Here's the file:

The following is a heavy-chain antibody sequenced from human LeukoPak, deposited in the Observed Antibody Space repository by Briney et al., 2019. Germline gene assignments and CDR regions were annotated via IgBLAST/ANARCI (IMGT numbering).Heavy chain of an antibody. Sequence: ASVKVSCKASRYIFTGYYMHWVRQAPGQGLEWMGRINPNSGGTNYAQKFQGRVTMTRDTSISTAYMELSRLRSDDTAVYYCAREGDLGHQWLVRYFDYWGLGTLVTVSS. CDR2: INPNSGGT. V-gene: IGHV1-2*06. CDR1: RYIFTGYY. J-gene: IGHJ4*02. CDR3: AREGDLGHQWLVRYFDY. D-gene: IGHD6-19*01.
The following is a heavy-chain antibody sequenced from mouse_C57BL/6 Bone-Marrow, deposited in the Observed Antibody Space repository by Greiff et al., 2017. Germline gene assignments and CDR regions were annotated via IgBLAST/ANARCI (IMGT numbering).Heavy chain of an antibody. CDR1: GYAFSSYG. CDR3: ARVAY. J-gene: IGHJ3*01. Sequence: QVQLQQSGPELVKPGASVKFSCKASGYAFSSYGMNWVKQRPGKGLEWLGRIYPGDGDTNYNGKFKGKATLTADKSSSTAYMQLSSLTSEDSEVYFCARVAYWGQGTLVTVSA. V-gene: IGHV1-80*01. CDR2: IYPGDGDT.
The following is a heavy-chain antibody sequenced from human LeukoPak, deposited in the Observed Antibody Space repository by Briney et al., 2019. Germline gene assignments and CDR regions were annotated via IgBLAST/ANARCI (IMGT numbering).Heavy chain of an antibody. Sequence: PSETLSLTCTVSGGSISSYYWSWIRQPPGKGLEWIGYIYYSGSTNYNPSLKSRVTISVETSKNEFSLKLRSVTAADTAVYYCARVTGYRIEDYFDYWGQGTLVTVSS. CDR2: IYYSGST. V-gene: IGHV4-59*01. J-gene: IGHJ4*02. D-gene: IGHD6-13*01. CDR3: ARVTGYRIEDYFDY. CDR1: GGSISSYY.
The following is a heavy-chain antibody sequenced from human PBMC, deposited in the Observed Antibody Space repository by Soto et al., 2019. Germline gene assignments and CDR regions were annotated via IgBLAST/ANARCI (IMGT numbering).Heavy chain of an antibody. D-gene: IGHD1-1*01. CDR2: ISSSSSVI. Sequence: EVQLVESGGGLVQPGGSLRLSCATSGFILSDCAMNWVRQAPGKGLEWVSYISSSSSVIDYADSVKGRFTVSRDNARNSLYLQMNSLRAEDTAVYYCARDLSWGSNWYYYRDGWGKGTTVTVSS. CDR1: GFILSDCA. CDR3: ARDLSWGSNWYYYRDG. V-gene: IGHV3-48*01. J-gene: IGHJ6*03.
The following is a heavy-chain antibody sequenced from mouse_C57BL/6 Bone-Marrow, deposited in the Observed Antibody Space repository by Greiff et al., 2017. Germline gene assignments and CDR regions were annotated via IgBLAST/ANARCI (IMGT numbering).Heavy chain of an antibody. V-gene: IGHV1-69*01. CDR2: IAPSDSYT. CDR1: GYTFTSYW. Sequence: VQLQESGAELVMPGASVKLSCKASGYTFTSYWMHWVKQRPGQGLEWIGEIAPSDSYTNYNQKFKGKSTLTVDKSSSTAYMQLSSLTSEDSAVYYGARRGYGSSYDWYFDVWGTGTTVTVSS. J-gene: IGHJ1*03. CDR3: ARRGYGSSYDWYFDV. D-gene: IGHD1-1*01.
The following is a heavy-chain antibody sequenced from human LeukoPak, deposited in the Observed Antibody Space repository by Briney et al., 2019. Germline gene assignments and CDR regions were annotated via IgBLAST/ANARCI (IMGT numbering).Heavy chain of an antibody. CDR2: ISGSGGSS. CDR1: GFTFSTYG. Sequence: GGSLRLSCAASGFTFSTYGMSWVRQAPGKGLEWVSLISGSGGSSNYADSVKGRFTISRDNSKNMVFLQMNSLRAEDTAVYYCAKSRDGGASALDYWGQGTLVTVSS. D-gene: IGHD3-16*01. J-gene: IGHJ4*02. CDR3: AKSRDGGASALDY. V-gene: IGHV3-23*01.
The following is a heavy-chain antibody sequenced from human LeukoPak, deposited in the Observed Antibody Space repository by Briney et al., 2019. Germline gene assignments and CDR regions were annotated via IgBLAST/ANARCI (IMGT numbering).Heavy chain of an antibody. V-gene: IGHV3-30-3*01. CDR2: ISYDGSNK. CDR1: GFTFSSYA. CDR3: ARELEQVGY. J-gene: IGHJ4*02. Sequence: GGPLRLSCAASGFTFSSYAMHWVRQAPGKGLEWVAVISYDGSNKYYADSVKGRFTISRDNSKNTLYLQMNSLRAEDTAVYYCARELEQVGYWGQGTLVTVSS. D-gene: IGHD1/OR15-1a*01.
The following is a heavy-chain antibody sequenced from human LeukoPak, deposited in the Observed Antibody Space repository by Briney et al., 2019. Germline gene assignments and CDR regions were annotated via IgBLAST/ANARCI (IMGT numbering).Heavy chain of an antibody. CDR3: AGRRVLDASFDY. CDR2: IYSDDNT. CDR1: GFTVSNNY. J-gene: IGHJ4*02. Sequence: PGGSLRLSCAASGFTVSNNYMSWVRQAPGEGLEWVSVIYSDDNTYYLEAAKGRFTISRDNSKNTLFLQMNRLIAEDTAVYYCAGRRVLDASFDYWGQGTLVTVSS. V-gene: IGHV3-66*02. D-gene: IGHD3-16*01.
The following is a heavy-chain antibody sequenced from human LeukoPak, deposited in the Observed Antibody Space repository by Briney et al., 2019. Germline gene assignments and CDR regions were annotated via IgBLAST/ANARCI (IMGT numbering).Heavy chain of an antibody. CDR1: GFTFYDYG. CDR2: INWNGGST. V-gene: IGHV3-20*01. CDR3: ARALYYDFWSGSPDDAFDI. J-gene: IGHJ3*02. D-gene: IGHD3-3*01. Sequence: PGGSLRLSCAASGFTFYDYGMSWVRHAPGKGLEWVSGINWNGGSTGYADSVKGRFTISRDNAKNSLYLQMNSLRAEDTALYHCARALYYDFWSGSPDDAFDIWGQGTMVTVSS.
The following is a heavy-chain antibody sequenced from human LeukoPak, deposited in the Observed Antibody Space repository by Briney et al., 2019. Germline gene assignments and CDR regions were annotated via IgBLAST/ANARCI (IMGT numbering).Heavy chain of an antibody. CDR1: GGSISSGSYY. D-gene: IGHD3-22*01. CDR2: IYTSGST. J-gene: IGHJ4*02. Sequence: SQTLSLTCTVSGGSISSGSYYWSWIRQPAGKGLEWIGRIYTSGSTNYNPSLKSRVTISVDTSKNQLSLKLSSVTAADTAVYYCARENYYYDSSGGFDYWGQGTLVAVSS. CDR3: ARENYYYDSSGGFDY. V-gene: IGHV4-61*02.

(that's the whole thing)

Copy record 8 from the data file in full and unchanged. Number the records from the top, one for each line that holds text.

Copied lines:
The following is a heavy-chain antibody sequenced from human LeukoPak, deposited in the Observed Antibody Space repository by Briney et al., 2019. Germline gene assignments and CDR regions were annotated via IgBLAST/ANARCI (IMGT numbering).Heavy chain of an antibody. CDR3: AGRRVLDASFDY. CDR2: IYSDDNT. CDR1: GFTVSNNY. J-gene: IGHJ4*02. Sequence: PGGSLRLSCAASGFTVSNNYMSWVRQAPGEGLEWVSVIYSDDNTYYLEAAKGRFTISRDNSKNTLFLQMNRLIAEDTAVYYCAGRRVLDASFDYWGQGTLVTVSS. V-gene: IGHV3-66*02. D-gene: IGHD3-16*01.